The New Bottom Line on Stretching and Exercise

Despite decades of conflicting advice, stretching can be beneficial — if done correctly

Credit: Bernhard Lang/Getty Images


Generations of athletes, from youth leagues to professional sports, were taught to stretch before practice and games to improve performance and prevent injury. The routine typically went something like this: Stand on one leg, hold your heel to your hiney, and count to 10.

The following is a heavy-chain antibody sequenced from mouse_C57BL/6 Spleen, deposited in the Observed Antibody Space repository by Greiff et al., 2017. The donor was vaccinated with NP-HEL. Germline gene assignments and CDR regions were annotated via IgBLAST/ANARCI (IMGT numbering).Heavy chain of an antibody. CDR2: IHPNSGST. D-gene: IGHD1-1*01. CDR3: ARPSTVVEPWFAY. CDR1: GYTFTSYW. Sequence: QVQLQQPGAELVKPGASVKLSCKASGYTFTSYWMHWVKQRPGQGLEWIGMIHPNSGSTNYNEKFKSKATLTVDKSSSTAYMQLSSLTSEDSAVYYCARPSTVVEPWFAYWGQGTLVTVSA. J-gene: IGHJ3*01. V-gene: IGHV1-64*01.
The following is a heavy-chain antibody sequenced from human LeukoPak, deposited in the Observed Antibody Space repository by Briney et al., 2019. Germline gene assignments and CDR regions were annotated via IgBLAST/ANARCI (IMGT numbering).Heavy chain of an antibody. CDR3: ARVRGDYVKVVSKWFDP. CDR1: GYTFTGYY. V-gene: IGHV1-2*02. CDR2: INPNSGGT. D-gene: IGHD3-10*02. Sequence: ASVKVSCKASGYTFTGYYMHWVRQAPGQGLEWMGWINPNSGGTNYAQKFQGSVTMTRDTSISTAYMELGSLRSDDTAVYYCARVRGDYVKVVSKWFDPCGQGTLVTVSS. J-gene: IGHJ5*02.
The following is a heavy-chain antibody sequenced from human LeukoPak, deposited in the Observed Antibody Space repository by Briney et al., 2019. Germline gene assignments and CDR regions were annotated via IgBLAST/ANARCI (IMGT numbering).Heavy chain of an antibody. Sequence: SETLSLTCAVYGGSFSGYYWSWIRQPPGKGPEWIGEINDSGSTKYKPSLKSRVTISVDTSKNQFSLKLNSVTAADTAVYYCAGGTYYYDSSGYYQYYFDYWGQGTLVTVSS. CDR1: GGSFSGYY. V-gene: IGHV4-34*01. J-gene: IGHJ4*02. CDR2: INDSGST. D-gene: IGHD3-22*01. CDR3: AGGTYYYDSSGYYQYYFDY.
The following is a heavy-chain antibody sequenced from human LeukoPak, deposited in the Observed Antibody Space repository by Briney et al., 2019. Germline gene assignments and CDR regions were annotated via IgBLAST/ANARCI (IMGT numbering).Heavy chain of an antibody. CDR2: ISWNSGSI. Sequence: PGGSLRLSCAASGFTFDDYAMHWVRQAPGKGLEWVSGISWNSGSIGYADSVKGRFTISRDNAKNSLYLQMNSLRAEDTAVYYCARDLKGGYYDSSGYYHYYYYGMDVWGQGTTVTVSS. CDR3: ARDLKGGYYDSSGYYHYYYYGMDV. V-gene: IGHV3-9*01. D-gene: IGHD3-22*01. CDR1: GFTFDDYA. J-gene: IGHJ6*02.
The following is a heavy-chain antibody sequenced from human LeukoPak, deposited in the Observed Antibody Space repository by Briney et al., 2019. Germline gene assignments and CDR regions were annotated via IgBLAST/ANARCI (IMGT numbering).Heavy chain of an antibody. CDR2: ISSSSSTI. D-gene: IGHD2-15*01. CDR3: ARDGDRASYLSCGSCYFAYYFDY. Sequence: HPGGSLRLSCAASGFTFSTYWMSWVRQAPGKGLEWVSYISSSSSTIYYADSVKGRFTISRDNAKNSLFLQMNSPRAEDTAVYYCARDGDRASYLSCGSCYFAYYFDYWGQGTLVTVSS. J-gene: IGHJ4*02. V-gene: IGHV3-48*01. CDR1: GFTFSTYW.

Then, about 20 years ago, studies began to suggest that stretching could actually worsen performance and increase injury risk, creating widespread confusion that persists today. The problem is that many of those studies looked at stretching in a vacuum, says David Behm, author of The Science and Physiology of Flexibility and Stretching. The kind of stretching that was most often assessed in research was almost always static, and typically not preceded by any warm-up nor followed by any dynamic movements prior to diving into the actual sports.

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